My site has been hacked.

I haven’t been posting much, so I’m not sure how long the perpetrators have had control of the site, but it came to my knowledge about a week ago when I posted a new article.

It appears that I was a victim of an .htaccess hack. Basically, the hackers had a script running somewhere in my site’s files that would rewrite the .htaccess files and would redirect any link to/on/from my site to a scam site that would inform visitors that they had a virus on their system. I noticed it when my automatic Twitter poster tweeted my latest post. When I clicked on the link in the tweet, it became clear that my site had be compromised.

The goal of these types of hacks is to make you believe that you indeed have a virus on your system and that your anti-virus system missed it. The offenders entice you to use their virus removal service for a price and assure you that your system is clean. The reality is, the only thing they clean out is your wallet–there is no virus on your system unless you count the hacker as a virus, which by definition, he is.

Thankfully, but frustratingly so, links to my site from Google would just reload Google’s main search page. I’m thankful that anyone who was trying to reach the site via search wasn’t subjected to the scam site–frustrated that they were equally frustrated with reloading a blank search.

I found a number of remedies on the web for rectifying the situation, but none of them actually worked. Ultimately, the only solution was to change all my administrative passwords for the site, the database, and FTP access. Then I backed up everything and erased the entire site and rebuilt it with a new WordPress install and database. I also locked down security on pretty much everything. I found the following article incredibly helpful: http://www.mastermindblogger.com/2011/14-ways-to-prevent-your-wordpress-blog-from-being-hacked/ (I’ve posted the full URL here because, ironically enough, this site has been hacked as well with a similar attack. The only way to actually get to the site is to copy the URL and paste it into your address bar…clicking on it will show you the result of the hack).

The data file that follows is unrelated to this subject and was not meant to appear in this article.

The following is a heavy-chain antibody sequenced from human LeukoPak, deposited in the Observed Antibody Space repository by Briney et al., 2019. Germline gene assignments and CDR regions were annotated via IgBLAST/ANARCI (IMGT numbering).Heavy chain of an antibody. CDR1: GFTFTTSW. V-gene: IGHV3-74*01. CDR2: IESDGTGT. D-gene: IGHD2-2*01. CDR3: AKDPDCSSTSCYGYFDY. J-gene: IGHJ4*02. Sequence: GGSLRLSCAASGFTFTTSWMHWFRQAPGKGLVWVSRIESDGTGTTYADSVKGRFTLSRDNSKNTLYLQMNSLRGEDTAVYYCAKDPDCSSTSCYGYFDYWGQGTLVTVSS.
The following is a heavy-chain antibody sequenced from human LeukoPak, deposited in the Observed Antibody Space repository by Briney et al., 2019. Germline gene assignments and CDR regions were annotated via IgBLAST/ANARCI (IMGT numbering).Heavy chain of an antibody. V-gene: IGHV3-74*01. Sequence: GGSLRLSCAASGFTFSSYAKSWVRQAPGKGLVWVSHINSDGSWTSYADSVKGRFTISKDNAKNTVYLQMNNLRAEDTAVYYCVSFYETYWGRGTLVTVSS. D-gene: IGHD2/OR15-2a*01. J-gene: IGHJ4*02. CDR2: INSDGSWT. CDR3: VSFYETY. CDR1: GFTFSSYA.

It is frustrating that there are individuals out there that do this kind of thing. My site doesn’t get a whole lot of visitors so I don’t think the traffic they redirected was very lucrative to them. It also got me thinking that if this problem was prolific enough, most site owners would just shut down, ultimately leaving the internet as a wasteland of con men.

Getting hacked blows, but I guess worse than that is knowing that there is very little recourse for justice. I blew an entire Saturday trying to get the site back up and running and things back to normal. Now I am ultra paranoid (which probably isn’t a bad thing) and being very careful with the security of my site.

So if you were a victim of this hack when you attempted to visit my site, I apologize, and please know that I am doing everything I can to prevent this from ever happening again.

If you are visiting this post because your WordPress site has been hacked, take a look at the link above. As I can gather more information about this type of attack, I will post it. Specifically, I’m investigating methods to secure the .htaccess file from being hacked again.

About Michael D. Wailes

Born and raised in Northern Colorado.